For Example, my command looks like:

sudo keytool -genkey -v -keystore ugcnetpaper1.keystore -alias ugcnetpaper1 -keyalg RSA 
-keysize 2048 -validity 10000

Once you execute the above command you will be prompted for the following:

  • Password
  • Confirm Password
  • First and last name
  • Name of your organization
  • Name of your city/locality
  • Name of your State or Province
  • Your 2-letter country code (I.e. US, UK, IE, IT, IN etc)
  • And finally, a confirmation that all the details you have entered are correct

Once you have successfully completed the various prompts for the tool a 2048-bit RSA key pair and self-signed certificate with a validity of 10,000 days will be generated in the current directory.

You should place this file in a place where you’ll remember it, because you’ll need this file for any app updates you’ll want to push to the Play Store. However, just to make things clear; for every new application that you make, you need to create a new keystore file.

Sign the Android APK file

Now for this step, we need to sign the APK file using the keystore file we just created above.To do this you’ll need to run the jarsigner utility which is included in your installed JDK location.

Syntax:

jarsigner -verbose -sigalg SHA1withRSA -digestalg SHA1 -keystore pathToYourKeystoreFile 
nameOfYourProject-release-unsigned.apk nameOfYourProjectReleaseKey

Example:

sudo jarsigner -verbose -sigalg SHA1withRSA -digestalg SHA1 -keystore ugcnetpaper1.keystore 
android-release-unsigned.apk ugcnetpaper1

When you run this command you’ll be prompted for your keystore password. As a result of the -verbose flag you’ll see a list of files/assets used within your App being printed to the screen as they/re being signed by the jarsigner tool.

Wait for the process to successfully complete, which should take less than half a minute – depending on the number of assets within your App.

You can use below command to verify

 keytool -list -printcert -jarfile ugcnetpaper1.apk | grep -Po "(?<=SHA1:) .*" |  
xxd -r -p | openssl base64

 

Optimizing the APK file

Once done   Sign the Android APK file then you’re ready for the final stage in preparing your APK file for uploading to the Google Developer Console – optimising it using the zipalign utility. With the zipalign tool, we can optimize the APK file so that it reduces the amount of space and RAM required by the app on a device.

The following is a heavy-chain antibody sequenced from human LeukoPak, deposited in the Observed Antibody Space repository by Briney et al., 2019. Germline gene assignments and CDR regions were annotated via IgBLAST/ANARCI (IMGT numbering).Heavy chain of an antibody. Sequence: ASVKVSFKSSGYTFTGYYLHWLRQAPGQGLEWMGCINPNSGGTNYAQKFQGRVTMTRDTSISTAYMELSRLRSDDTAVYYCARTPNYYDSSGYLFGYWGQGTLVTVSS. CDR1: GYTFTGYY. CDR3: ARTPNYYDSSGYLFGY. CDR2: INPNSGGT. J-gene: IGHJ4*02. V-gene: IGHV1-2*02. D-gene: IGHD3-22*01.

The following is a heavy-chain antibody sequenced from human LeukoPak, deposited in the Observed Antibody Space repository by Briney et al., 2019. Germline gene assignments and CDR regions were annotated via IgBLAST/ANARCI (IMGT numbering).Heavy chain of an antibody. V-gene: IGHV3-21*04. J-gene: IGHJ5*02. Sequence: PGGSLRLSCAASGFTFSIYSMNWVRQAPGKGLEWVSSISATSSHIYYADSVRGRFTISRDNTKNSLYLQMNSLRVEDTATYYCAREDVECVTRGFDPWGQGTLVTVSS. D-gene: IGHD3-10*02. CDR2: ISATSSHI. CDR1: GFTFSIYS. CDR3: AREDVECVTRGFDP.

The zipalign tool just takes the name of the signed file and the name of the file to generate. To optimize
the APK file execute the following command:

sudo /home/ubuntu/android-sdk-linux/build-tools/23.0.1/zipalign -v 4 android-release-unsigned.apk ugcnetpaper1.apk

The process finishes with the Verification successful output and you will get a ugcnetpaper1.apk file which you can submit to the Google Play Store. Please make sure to set the path of Zip align tool as per your build tools installation directory.

When the tool has finished you’ll see the following message displayed in the console:

Verification succesful

Building the update of your application

As you develop your app, you’ll want to update it periodically.

  • In order for the Google Play Store to accept updated APKs, you’ll need to edit the fileconfig.xml to increment the valueversion, then rebuild the app for release.
  • To build an update of an existing app you have to follow the same steps except that you don’t need to
    create another keystore. You have to use the same keystore to sign the application for every update,
    because the update will be otherwise rejected and you’ll have to create a new app listing.
  • You must update the version in the config.xml file for the next release, otherwise the app will not
    be properly updated on your users’ devices

Publishing your application on Google Play Store

Now that we have our release APK ready for the Google Play Store, we can create a Play Store listing and upload our APK.

  • To start, you’ll need to visit the Google Play Store Developer Console and create a new developer account. Unfortunately, this is not free. However, the cost is only $25 compared to Apple’s $99.
  • Once you have a developer account, you can go ahead and click “Publish an Android App on Google Play.